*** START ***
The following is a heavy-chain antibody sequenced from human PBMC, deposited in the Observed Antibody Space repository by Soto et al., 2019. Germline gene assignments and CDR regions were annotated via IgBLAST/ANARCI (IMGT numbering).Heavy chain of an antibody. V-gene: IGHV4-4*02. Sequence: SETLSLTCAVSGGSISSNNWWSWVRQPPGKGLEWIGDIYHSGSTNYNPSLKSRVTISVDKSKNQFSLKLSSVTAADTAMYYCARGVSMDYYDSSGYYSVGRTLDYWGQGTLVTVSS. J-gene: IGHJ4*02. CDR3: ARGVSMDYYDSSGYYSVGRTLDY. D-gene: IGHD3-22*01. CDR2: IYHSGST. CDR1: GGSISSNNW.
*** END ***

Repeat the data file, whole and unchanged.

The following is a heavy-chain antibody sequenced from human PBMC, deposited in the Observed Antibody Space repository by Soto et al., 2019. Germline gene assignments and CDR regions were annotated via IgBLAST/ANARCI (IMGT numbering).Heavy chain of an antibody. V-gene: IGHV4-4*02. Sequence: SETLSLTCAVSGGSISSNNWWSWVRQPPGKGLEWIGDIYHSGSTNYNPSLKSRVTISVDKSKNQFSLKLSSVTAADTAMYYCARGVSMDYYDSSGYYSVGRTLDYWGQGTLVTVSS. J-gene: IGHJ4*02. CDR3: ARGVSMDYYDSSGYYSVGRTLDY. D-gene: IGHD3-22*01. CDR2: IYHSGST. CDR1: GGSISSNNW.